With five of its seven justices appointed by Gov. Ron DeSantis, the Florida Supreme Court could soon determine the future of reproductive freedom in the state. We spoke with the Director of Advocacy at Florida Access Network to find out more about the effects of the state’s impending six-week ban.
For some women across Florida, the issue of abortion rights is more than a hot-button issue or political debate. Take Vivian Santos. All that the Cuban American graphic designer from Miami wanted was to have a child. But after three miscarriages in two years, she and husband Ramón felt hopeless. Then they were faced with a heartbreaking dilemma.
“I got pregnant for the fourth time. But at 14 weeks, our doctor told us that the baby was deformed and had a medical condition that would eventually kill our child before birth. So, we had to wait until the baby died or have an abortion,” Santos told Floricua. “It was unbelievable to us, who wanted to have a baby, that we would ever have an abortion!”
She says that when her own doctor refused to perform the abortion on religious grounds, “the guilt was awful.”
“Our doctor’s refusal made us think that we were doing something wrong,” she added.
Eventually she found a “supportive, understanding” place to have the procedure. Today, she calls Gov. Ron DeSantis’ six-week abortion ban being debated in the Florida Supreme Court “ridiculous.”
“When we were in fertility treatments, we were being monitored by the doctors and we wouldn’t find out if we were pregnant until six to seven weeks,” she says. “How can any woman find out? I never had regular periods, so this concept about missing periods is ridiculous!”
DeSantis’ Hand-Picked Supreme Court
On Friday, the Florida Supreme Court heard oral arguments in a lawsuit brought by Planned Parenthood and the American Civil Liberties Union challenging a 15-week abortion ban signed into law by Republican Gov. Ron DeSantis in 2022. The case hinges on a key part of the Florida Constitution–Article II, Section 23, the state’s privacy clause–that protects access to abortion.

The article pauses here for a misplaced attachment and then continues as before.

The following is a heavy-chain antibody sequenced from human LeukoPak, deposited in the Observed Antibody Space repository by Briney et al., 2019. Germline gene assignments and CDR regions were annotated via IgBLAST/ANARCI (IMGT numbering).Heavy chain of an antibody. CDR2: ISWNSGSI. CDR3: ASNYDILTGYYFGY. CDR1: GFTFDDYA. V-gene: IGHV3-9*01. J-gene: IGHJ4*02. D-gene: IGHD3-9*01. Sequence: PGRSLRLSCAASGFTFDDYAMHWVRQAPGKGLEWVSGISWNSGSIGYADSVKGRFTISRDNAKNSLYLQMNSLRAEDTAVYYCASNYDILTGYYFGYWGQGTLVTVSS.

Five of the seven justices hearing the arguments were appointed by DeSantis and during the arguments on Friday, they appeared willing to undermine the state constitution and uphold the ban.
If the court ultimately approves the 15-week ban, the six-week ban would take effect 30 days later, cutting off access to abortion early in the first trimester. Currently, Florida is the only state south of Virginia where abortion is legal through 15 weeks of pregnancy.
To find out more about the possible effects of the passage of the six-week ban and what advocates are doing to prepare to protect abortion rights in the future, Floricua spoke with Ysabella Osses, Director of Advocacy at Florida Access Network. As the only statewide abortion fund in the state of Florida, the non-profit organization provides abortion funding, support, and reproductive health aid through community organizing and widespread education.
The interview has been edited for brevity and clarity.
Floricua: The Florida Supreme Court appears inclined to uphold a 15-week abortion ban which 30 days later would result in a six-week ban. This is before many women know they’re pregnant. If the six-week abortion ban passes, how do you envision it will affect people in Florida?
Ysabella Osses: This abortion ban will have a devastating impact on our Florida community as well as folks in the Southeast, because right now Florida is seen as a safe haven for abortion in the Southeast.
Who will be most affected by the six-week ban, if it is upheld?
We know that abortion bans affect the working class. They affect minorities in this country, as well as Black, indigenous and Latina queer communities. I can only imagine what undocumented people are going through.
What are some of the difficulties they could encounter?